Text: Various, “Marginalia,” Poe Studies / Dark Romanticism, June 1986, Vol. XIX, No. 1, 19:24


[page 24, column 1:]


This column is devoted to brief notes, comments, queries. We wish to provide here an outlet for such items as source notes which do not require the extended argument and proof that customarily attends them, and for items of very special or peculiar interest which otherwise might not appear. Contributions to this column should generally be one paragraph in form and less than a page and a half of typescript, though notes of three pages with as many paragraphs are acceptable.

Epes Sargent and “The Raven”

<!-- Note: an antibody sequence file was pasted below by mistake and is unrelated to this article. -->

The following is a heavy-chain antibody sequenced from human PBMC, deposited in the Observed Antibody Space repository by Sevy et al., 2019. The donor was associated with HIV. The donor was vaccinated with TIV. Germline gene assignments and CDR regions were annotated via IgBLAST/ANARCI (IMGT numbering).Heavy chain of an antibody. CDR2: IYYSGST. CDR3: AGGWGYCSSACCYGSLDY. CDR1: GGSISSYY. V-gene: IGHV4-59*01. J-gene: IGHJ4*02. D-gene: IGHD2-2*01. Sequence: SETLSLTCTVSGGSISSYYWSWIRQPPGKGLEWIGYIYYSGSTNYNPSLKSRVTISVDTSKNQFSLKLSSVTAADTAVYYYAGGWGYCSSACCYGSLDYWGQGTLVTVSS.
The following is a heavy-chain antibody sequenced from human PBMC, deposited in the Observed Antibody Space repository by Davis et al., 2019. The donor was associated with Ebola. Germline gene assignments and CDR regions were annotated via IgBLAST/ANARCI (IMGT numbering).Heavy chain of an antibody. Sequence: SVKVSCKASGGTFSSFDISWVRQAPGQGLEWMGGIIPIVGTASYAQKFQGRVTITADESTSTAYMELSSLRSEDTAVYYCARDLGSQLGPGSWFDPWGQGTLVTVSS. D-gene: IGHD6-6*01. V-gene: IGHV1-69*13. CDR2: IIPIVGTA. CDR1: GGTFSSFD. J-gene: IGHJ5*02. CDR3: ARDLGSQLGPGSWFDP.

Epes Sargent, one of Poe’s subjects in the “Autography” series [Grabam’s Magazine, 20 (1842), 46] and again in “The Literati” series [Godey’s Lady’s Book, 33 (1846), 77-78], should be included with Dickens, Elizabeth Barrett, Lowell, Shelley, Byron, and others too numerous to list here in discussions of the possible sources and poetic milieu of “The Raven,” first published in the 29January 1845 New York Evening Mirror. [For a brief survey of its primary and some other possible sources and the composition history, see Works, 1, 350-363, 370-374.] Sargent’s The Light of the Light-House and Other Poems [New York: James Mowatt s Co., 1844] contains eyecatching poems about a presumably living loved one named Leonore for whom the persona pines (“It is the Twilight Hour”), about a departed loved one with “raven curls” whose image visits the poet (“To a Nameless One”), and about a lovesick poet who at one point calls on Pallas for assistance (“The Fugitive From Love”). More important, the volume also contains “When the Night Wind Bewaileth,” published separately a year earlier as well, which features a conjunction of similarities to “The Raven.” The 1843 text follows: “When the night wind bewaileth / The fall of the year, /And sweeps from the forest /The leaves that are sere: / I wake from my slumbers, / And list to the roar; / And it saith to my spirit, / No more — never more! / And it saith to my spirit, / No more; never more; never more! / Oh! never more! / Through Memory’s chambers, / The forms of the past, / The joys of my childhood / Rush by with the blast! / And the lost one, whose beauty / I used to adore, / To my heart seems to murmur — / No more — never more! / Oh! never more! / The trees of the forest / Shall blossom again; / And the wild bird shall carol / A soul-thrilling strain; / But the heart fate has wasted, / No spring shall restore, / And its songs shall be joyful / No more — never more! Oh! never more!”